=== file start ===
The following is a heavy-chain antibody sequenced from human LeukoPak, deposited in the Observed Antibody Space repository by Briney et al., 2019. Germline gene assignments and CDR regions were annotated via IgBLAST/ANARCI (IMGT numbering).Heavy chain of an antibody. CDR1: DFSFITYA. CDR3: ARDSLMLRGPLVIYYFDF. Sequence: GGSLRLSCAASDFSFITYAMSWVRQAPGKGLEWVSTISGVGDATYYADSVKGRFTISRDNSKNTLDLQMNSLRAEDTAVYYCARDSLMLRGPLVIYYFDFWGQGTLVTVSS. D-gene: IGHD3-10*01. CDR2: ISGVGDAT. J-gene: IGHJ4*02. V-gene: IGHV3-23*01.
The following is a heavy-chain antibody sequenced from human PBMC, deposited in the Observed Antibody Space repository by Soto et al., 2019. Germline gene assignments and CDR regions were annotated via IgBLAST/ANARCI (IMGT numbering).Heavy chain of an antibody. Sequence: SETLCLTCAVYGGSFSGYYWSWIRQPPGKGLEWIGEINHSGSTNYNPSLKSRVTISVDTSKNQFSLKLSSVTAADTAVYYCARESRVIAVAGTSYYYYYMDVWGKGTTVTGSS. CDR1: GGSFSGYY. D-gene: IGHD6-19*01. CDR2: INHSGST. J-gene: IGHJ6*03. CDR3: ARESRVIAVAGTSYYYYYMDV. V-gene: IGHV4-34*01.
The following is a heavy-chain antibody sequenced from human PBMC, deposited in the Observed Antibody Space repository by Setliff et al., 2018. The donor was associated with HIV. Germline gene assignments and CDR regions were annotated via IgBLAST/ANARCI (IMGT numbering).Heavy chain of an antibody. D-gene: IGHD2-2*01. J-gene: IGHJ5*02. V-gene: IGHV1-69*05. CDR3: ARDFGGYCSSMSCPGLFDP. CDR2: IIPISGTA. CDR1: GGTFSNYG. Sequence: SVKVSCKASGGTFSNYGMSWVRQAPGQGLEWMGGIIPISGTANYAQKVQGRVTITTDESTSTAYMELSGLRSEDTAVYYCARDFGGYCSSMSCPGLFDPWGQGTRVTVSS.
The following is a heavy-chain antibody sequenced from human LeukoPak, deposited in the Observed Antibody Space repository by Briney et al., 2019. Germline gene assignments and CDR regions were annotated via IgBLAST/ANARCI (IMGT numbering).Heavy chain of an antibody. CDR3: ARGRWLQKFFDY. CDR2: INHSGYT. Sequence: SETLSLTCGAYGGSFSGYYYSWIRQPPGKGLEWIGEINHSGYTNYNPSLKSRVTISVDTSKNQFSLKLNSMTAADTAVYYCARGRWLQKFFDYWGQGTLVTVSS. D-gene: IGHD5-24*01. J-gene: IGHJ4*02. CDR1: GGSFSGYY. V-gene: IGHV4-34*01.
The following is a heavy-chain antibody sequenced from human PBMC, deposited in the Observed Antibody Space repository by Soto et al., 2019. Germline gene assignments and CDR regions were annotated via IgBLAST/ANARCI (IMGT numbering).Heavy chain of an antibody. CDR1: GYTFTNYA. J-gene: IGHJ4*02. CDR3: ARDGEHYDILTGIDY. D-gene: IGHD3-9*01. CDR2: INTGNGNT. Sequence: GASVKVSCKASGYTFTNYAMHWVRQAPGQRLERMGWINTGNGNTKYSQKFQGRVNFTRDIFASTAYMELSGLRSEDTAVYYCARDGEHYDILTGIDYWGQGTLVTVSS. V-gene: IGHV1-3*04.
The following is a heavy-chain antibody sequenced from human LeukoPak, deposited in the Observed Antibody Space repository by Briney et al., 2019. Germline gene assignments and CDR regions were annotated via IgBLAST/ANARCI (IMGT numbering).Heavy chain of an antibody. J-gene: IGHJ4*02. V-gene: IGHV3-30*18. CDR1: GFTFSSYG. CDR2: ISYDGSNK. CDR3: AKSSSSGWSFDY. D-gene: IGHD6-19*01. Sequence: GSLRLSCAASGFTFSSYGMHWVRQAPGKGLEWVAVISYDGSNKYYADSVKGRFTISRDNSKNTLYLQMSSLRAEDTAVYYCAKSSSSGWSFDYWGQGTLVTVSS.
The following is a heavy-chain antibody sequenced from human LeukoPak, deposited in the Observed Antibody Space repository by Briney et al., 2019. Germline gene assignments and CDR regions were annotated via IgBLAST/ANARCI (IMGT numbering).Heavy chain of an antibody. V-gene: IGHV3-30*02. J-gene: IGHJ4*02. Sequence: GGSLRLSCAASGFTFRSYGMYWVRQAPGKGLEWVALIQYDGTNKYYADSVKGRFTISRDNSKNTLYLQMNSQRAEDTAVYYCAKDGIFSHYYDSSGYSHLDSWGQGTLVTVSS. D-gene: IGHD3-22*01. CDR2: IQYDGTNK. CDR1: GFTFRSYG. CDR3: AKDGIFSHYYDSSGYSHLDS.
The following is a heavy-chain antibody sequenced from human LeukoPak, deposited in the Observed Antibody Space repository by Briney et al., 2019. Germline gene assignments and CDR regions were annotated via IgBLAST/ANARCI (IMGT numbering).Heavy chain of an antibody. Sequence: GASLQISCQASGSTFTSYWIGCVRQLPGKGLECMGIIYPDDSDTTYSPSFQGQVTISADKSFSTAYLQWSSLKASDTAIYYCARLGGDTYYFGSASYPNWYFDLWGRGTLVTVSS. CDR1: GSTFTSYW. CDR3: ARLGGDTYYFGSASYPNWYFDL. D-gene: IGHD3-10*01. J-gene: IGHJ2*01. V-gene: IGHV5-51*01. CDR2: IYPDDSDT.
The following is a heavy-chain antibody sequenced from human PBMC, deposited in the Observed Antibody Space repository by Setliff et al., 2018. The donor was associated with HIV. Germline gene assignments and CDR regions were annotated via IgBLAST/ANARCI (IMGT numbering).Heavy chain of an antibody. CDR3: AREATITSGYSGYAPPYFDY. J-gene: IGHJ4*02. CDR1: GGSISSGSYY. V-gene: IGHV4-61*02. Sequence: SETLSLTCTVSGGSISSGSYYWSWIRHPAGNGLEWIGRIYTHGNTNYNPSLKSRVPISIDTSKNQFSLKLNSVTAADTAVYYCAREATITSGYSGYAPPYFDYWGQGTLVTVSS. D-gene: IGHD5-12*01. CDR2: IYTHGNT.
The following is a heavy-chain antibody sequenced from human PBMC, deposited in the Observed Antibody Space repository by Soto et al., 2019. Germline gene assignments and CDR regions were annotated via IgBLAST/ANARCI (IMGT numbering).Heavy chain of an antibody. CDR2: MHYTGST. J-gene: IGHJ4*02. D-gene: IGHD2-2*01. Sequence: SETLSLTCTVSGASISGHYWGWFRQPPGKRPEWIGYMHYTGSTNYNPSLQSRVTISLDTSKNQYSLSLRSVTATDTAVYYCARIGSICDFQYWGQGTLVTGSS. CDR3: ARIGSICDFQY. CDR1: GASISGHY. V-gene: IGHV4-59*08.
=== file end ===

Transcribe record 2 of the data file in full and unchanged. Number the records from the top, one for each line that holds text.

The following is a heavy-chain antibody sequenced from human PBMC, deposited in the Observed Antibody Space repository by Soto et al., 2019. Germline gene assignments and CDR regions were annotated via IgBLAST/ANARCI (IMGT numbering).Heavy chain of an antibody. Sequence: SETLCLTCAVYGGSFSGYYWSWIRQPPGKGLEWIGEINHSGSTNYNPSLKSRVTISVDTSKNQFSLKLSSVTAADTAVYYCARESRVIAVAGTSYYYYYMDVWGKGTTVTGSS. CDR1: GGSFSGYY. D-gene: IGHD6-19*01. CDR2: INHSGST. J-gene: IGHJ6*03. CDR3: ARESRVIAVAGTSYYYYYMDV. V-gene: IGHV4-34*01.